Wednesday, 14 January 2009

Would You Kindly?

Yes, it is an inevitable title, but to someone who has not long completed Bioshock for the very first time, who has avoided gameplay footage, story details and spoilers for over a year to fully experience the game, unspoiled, himself when it finally arrived on PS3, it is by far the most relevant.

And it’s not platform loyalty that has stopped me getting the game thus far, more a lack of appropriate playing machine, and Bioshock was in fact one of the couple of games I would’ve bought a 360 for. The truth is though, that the game was easily worth the wait.
Bioshock is an absolutely fantastic game. There is no denying that. Wherever you play it (PS3, 360 or PC), you are getting possibly one of the best gaming experiences ever. From the compulsive storyline, via the spectacular graphics, to the perfect gameplay and tight controls, it is obvious that Bioshock has been a labour of love for its developers. But let’s not waste any more time with vague overviews, time to get on with the actual, y’know, reviewing. One last thing though, this will be as spoiler-free as possible, as there are still a whole lotta people who haven’t played the game (Fryingpan included).

So lets start with the best bit about the game: the story. Bioshock (quite controversially beating Metal Gear Solid 4 and GTAIV) won our Best Story award for last year, and that is for very fair reason. From the moment your plane goes down right at the beginning of the game and the fantastically scary introduction and sorta-tutorial, through to the brilliant (if maybe a tad obvious) conclusion, with tons of twists and turns along the way. All the time, you are guided through the twisted underwater world of Rapture by the slightly-sinister Atlas over a radio you pick up at the start. As you travel through the city, you meet a number of bizarre main characters including the crazy Doctor Steinman, the self-obsessed Sander Cohen, and the original mastermind behind Rapture, Andrew Ryan, along with a whole bunch of 'Splicers': residents of Rapture who are now so drugged up on Plasmids that they've completely lost it. Brilliantly, a lot of these Splicers also have their own little stories to tell, should you be out of sight.

Bioshock is a shooter at heart, that is not even up for debate, but it is the previously mentioned Plasmids that add variety to the game that you can't find in Resistance or Call of Duty. Plasmids are collectible throughout the game and are effective special attacks that operate independently to your main weapons (meaning that should you run out of ammo, or not have time to reload, you could use Plasmids to survive). The basics are Electro Bolt and Incinerate which do exactly as they sound, but some of the later more exotic ones incude Insect Swarm (with hilarious effects), Telekenisis, the incredibly useful Target Dummy that draws attacks away from you, and Hypnotize Big Daddy, which when used in a room full of enemies in conjuction with Enrage (which makes enemies attack each other) creates a pretty impressive spectacle. The ability to mix up gameplay between weapons and Plasmids makes every enemy encounter an oppertunity to try something new, and is a feature that has been lovingly ripped-off ever since it was first shown off (*cough*Legendary*cough*).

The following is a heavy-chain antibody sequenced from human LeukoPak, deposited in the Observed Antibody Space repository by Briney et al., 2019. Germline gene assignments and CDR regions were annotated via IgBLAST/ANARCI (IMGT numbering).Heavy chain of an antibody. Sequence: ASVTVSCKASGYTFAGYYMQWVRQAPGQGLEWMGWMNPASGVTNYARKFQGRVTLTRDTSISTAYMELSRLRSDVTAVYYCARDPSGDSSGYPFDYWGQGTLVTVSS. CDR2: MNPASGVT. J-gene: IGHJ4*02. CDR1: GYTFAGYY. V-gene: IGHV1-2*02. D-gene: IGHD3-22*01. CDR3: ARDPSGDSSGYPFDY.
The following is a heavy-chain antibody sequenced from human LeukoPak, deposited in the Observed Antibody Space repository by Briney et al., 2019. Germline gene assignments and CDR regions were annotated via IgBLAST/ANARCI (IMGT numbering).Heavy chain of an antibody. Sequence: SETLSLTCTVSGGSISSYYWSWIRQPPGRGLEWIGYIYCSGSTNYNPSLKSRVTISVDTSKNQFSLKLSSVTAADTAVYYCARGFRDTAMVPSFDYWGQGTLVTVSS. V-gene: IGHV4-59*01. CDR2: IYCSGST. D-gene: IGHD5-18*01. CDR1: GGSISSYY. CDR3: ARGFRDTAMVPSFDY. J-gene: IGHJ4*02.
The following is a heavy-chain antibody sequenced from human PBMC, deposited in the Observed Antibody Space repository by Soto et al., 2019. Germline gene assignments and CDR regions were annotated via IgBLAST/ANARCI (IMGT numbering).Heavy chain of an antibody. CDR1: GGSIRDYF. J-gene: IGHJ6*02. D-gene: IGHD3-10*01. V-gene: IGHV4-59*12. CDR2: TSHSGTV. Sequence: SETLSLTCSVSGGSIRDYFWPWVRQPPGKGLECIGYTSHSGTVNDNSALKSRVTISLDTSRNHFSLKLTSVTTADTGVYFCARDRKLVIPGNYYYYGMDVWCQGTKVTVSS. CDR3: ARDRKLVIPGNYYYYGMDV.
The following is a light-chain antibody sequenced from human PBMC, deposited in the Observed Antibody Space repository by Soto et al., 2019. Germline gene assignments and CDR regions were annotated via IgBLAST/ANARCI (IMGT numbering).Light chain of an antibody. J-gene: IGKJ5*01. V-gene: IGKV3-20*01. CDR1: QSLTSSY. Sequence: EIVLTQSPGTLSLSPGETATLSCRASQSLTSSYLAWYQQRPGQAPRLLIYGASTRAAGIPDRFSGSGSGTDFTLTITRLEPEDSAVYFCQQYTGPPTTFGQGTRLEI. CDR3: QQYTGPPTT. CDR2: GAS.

Besides the story and perfect gameplay, there is one other quality that really makes Bioshock a unique game, and that is the art style. The game is based on Unreal Engine 3, which is pretty much everywhere nowadays, but the character in Bioshock comes from its setting and graphical design, which is most definitely not the futuristic gun-ho style found in shitloads of other UE3 games. Instead Bioshock is based in the underwater city of Rapture, designed as a place of retreat for intellectual individuals who want to escape the corruption of the world on the surface. The genius lies in the timing though - Rapture was built in the early 30s, leading to a beautiful art deco style that runs throughout the entire game. The musical accompaniment (where it appears) reflects this, with piano flourishes everwhere, and even the beeps and whirrs of the numerous vending machines and Gatherer's Gardens (where you buy and upgrade Plasmids) seem to fit in.

The beauty of Bioshock lies in how perfectly all three of these elements (story, gameplay and art) work together to weave the most intricate game world possibly ever seen. If you've never had the oppertunity to play the game before, here's your chance, because you sure as hell wont want to miss it.



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